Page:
Jane McAdam

Visiting Professor of Law

Fall 2019

Biography

Jane McAdam is Scientia Professor of Law and Director of the Kaldor Centre for International Refugee Law at UNSW. She is a Fellow of the Academy of the Social Sciences in Australia, a Research Associate at Oxford University’s Refugee Studies Centre, an Associated Senior Fellow at the Fridtjof Nansen Institute in Norway, a Senior Research Associate of the Refugee Law Initiative in London, and was a non-resident Senior Fellow in Foreign Policy at The Brookings Institution, Washington DC from 2012–16. Professor McAdam is a Visiting Professor at Harvard Law School in fall 2019 and a Global Professor of Law at NYU in fall 2020.

Professor McAdam has a doctorate in law from the University of Oxford, and first class honours degrees in law and history from the University of Sydney. She publishes widely in international refugee law and forced migration, with a particular focus on climate change, disasters and displacement. She has special expertise on cross-border relocations, especially in the Pacific, and a keen interest in the global history of refugee and migration law. Her research has been supported by a number of prestigious Australian Research Council grants, including a prestigious Future Fellowship (2012–15). She has published 11 books, over 60 peer-reviewed scholarly articles, and hundreds of other publications, presentations and parliamentary submissions. She is Editor-in-Chief of the International Journal of Refugee Law, the leading journal in the field.

Professor McAdam serves on a number of international committees, including the International Law Association’s Committee on International Law and Sea-Level Rise (as Co-Rapporteur until 2018); a member of the Advisory Committee of the Platform on Disaster Displacement; and a member of the Advisory Council of the Institute on Statelessness and Inclusion. She has been an expert advisor to the United Nations High Commissioner for Refugees, the International Organization for Migration, and the World Bank’s Thematic Working Group on Environmental Change and Migration. From 2016–17, she led UNSW's Grand Challenge on Refugees & Migrants.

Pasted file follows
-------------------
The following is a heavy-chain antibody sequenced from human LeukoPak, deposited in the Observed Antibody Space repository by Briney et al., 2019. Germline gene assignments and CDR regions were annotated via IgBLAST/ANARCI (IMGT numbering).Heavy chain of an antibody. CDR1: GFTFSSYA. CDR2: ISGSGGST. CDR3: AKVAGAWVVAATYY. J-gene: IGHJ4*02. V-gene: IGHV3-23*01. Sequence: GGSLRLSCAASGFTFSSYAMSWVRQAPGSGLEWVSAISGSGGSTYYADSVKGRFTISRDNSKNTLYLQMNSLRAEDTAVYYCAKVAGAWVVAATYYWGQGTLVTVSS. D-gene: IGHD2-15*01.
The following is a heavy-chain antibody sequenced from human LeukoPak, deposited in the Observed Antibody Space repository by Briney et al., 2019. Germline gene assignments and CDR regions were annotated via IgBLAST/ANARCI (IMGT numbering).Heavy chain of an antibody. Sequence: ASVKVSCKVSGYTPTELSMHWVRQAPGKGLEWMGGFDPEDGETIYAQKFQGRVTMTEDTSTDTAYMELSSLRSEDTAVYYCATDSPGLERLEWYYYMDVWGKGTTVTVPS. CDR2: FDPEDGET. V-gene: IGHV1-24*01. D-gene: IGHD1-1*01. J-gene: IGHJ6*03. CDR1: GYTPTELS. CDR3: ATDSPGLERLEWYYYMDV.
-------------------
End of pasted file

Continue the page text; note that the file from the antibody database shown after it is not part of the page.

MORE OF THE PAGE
In 2013, Professor McAdam was named a Young Global Leader by the World Economic Forum. In 2015, she was honoured as one of Australia’s top 10 Women of Influence, winning the ‘global’ category of the Australian Financial Review and Westpac’s 100 Women of Influence awards. In 2017, she received the prestigious international Calouste Gulbenkian Prize for Human Rights for her work on refugees and forced migration, becoming the first Australian recipient of the award. She was also one of four finalists for the NSW Premier’s Award for Woman of the Year in 2017.

Jane McAdam & Fiona Chong, Refugee Rights and Policy Wrongs: A Frank, Up-to-Date Guide by Experts (2019).
Categories:
International, Foreign & Comparative Law
Sub-Categories:
Refugee & Asylum Law
,
Human Rights Law
Type: Book
Abstract